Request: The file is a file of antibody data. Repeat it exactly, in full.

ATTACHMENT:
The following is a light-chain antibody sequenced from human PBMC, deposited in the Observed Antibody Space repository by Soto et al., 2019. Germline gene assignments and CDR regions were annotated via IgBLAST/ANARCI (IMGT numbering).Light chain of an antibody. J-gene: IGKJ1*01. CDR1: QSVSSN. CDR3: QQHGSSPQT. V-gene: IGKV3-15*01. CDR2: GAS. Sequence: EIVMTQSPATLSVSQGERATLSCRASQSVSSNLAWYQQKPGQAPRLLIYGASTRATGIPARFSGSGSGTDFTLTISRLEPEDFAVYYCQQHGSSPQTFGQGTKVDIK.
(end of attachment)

The following is a light-chain antibody sequenced from human PBMC, deposited in the Observed Antibody Space repository by Soto et al., 2019. Germline gene assignments and CDR regions were annotated via IgBLAST/ANARCI (IMGT numbering).Light chain of an antibody. J-gene: IGKJ1*01. CDR1: QSVSSN. CDR3: QQHGSSPQT. V-gene: IGKV3-15*01. CDR2: GAS. Sequence: EIVMTQSPATLSVSQGERATLSCRASQSVSSNLAWYQQKPGQAPRLLIYGASTRATGIPARFSGSGSGTDFTLTISRLEPEDFAVYYCQQHGSSPQTFGQGTKVDIK.